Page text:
The conceptual and empirical relationship between spirituality and social justice: Exemplars from diverse faith traditions

Research output: Contribution to journalArticle

6 Citations (Scopus)

Abstract

In the experience of many clients, social justice and spirituality are intrinsically linked. After noting the growing interest in spirituality, the theoretical connection between spirituality and social justice is discussed, along with spiritually-animated efforts to create a just society at the micro-, mezzo-, and macro-levels. To illustrate how understandings of social justice are operationalized across diverse spiritual traditions, examples are profiled from Buddhism, Christianity, Hinduism, Islam, and Judaism. The paper concludes with a discussion of the educational implications that flow from the profession's ethical standards and the contributions that spiritually-based understandings of social justice can contribute to professional discourse; thereby enhancing the profession's ability to address complex social problems.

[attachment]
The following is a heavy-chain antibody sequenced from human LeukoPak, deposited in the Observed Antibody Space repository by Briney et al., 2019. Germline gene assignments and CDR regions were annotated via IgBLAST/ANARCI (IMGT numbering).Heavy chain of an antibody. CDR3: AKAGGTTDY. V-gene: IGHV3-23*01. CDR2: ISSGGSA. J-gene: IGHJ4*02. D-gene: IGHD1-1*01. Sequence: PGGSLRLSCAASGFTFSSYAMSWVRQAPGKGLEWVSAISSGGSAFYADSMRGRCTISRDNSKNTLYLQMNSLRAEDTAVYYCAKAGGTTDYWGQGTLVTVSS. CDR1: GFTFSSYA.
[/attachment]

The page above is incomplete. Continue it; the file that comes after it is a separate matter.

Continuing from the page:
Original languageEnglish (US)
Pages (from-to)32-50
Number of pages19
JournalJournal of Religion and Spirituality in Social Work
Volume31
Issue number1-2
DOIs
StatePublished - Jan 2012

Fingerprint

Spirituality
Social Justice
Hinduism
Buddhism
Judaism
Christianity
Islam
Aptitude
Social Problems
Faith

Keywords

  • Diverse faiths
  • Ethics
  • Religion
  • Social change
  • Social justice
  • Spirituality

ASJC Scopus subject areas

  • Religious studies
  • Public Health, Environmental and Occupational Health

Cite this

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